Four of those six touchdown passes were caught by Jehu Chesson, who became just the second receiver in Michigan history to catch four touchdown passes in one game, joining Derrick Alexander, who did so against Minnesota in 1992. Chosen led Michigan with 10 receptions for 207 yards and the four scores.

But the big games by Rudock and Chesson were almost negated by the legs of Indiana running back Jordan Howard. The UAB transfer rushed for a career high 238 yards on 35 carries (6.8 yards per carry) and two touchdowns, shredding the nation’s third-best rush defense time and time again.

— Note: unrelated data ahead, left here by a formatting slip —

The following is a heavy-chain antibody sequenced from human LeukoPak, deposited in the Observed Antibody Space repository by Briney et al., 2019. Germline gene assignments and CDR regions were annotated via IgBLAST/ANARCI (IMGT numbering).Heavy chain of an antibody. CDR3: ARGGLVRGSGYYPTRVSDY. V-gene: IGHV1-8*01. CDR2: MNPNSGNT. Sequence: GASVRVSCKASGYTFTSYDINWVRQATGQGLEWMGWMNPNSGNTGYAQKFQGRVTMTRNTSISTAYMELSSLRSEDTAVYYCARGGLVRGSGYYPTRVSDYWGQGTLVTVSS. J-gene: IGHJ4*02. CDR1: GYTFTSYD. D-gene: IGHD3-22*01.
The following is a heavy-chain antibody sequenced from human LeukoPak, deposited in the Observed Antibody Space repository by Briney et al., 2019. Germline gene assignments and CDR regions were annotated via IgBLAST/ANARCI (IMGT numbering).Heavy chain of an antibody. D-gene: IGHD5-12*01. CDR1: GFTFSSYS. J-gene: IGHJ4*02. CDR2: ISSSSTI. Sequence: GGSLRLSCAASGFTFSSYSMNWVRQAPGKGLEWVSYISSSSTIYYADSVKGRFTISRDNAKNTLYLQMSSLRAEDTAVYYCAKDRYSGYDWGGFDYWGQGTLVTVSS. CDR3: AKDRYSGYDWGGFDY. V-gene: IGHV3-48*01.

The game could not have started better as Michigan’s defense stopped Indiana short of a first down on 4th and 2 near midfield to start the game, and four plays later, Rudock connected with Chesson for a 34 yard touchdown. But Indiana responded with back to back field goals from 39 and 36 yards to pull within 7-6.

At the start of the second quarter, Michigan went 75 yards on 10 plays for another Chesson touchdown. On the first play of the drive, Michigan was backed up 12 yards for a chop block, and on the second play Jake Butt lost seven yards. But on 2nd and 29 from their own 6-yard line, Rudock found Butt for 24 yards, then scrambled for 23 more. Just like that, Michigan was near midfield. A few plays later, Michigan face 3rd and 13, but Rudock scrambled for 19 yards, and two plays after that he found Chesson for a 15-yard touchdown.